Chancellor Alistair Darling finally produced his long-awaited White Paper on banking regulation at lunchtime today, and as expected, outlined plans for tighter capital constraints, curbs on banker bonuses, more powers for the regulators and so on. But although the City won’t exactly welcome these measures with open arms, at least they won’t come as a shock (since they’ve been all over the papers for weeks). Others will feel that it could have been an awful lot worse. And since some of this stuff will need to be signed off internationally, while the current regulatory regime will be dismantled next year if the Tories win the General Election, today’s Paper may not actually change an awful lot...
Let’s start with the headline bank-busting measures. As expected, the White Paper argues for banks to cap their lending and build up bigger capital cushions in the good times, so they have more protection when the economy goes south. Darling also wants bonuses be linked to ‘long-term stability’, as opposed to ‘short-term profits’, and for non-execs to be more independent and critical. And he also had some (pretty woolly) thoughts about how the current tripartite system of the Treasury, FSA and Bank of England will enforce this, including a Council for Financial Stability to manage long-term systemic risk.
The good news for the City is that Darling has rejected the idea that banks shouldn’t be allowed to grow too big, on the not unreasonable grounds that even relative minnows like Northern Rock can still cause chaos to the system if they collapse. Nor will he force them to split their investment and retail banking arms – although the White Paper did talk a lot about greater competition and protection for consumers, possibly including ‘health warnings’ on risky investment products. Darling also intends to make banks plan for the possibility of being wound down.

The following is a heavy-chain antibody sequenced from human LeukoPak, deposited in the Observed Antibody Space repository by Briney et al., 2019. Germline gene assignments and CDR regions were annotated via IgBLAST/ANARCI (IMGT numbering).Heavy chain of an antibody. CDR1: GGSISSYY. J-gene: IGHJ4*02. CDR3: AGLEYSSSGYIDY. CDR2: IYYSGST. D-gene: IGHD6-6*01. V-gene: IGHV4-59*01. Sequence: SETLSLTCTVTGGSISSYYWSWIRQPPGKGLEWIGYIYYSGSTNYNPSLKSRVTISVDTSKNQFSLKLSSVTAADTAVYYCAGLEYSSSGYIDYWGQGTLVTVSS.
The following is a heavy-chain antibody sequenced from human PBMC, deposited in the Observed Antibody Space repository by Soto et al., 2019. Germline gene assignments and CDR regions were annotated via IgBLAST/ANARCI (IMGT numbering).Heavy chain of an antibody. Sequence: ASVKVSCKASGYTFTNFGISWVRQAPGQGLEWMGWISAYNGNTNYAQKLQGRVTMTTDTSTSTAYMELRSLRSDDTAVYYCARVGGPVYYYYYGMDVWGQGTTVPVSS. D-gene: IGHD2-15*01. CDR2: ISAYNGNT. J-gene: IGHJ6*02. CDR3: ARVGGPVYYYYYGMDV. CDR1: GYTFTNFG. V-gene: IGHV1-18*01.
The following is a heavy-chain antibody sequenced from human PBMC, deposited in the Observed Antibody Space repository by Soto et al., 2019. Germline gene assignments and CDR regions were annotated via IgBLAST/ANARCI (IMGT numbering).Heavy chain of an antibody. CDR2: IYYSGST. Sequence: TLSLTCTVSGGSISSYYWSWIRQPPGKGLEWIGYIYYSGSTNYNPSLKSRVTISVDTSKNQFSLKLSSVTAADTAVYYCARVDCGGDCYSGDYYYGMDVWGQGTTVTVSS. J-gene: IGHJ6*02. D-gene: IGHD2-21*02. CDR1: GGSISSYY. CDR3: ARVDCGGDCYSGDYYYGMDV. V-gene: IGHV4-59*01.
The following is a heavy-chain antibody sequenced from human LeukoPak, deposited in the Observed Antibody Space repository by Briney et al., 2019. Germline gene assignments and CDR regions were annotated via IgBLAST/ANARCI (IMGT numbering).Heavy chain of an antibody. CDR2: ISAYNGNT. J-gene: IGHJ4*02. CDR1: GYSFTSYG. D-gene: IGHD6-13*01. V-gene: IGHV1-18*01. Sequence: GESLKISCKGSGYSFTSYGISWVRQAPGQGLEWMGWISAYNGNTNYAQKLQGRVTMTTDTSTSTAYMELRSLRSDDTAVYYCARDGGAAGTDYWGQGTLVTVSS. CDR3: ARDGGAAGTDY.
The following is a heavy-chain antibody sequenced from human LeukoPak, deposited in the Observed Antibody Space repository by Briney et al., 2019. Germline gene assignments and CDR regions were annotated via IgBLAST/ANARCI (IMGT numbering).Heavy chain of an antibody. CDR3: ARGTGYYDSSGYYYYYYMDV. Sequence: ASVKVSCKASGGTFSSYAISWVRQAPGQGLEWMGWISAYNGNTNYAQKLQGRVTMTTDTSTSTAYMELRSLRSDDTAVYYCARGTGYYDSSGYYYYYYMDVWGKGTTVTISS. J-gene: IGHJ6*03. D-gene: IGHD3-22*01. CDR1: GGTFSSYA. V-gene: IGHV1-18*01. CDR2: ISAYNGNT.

In general though, the Chancellor’s speech was heavy on good intentions, and light on concrete proposals. Given that some of the largest banks operate cross-border, any system for winding them down would have to be agreed internationally – which is hardly going to happen overnight. Even the UK-specific measures may not kick in until after next year’s General Election, and if the Tories win, they might well start from scratch. George Osborne – who described it as a ‘totally inadequate response… more of a white flag than a white paper’ – has already promised to tear up the tripartite system if he makes into Downing Street, arguing that current responsibilities remain totally unclear.
And really, that's Darling (and Labour)'s problem: many people in the City don't expect him to be in the job this time next year. So in the circumstances, it’s hard to see this White Paper making a massive difference...
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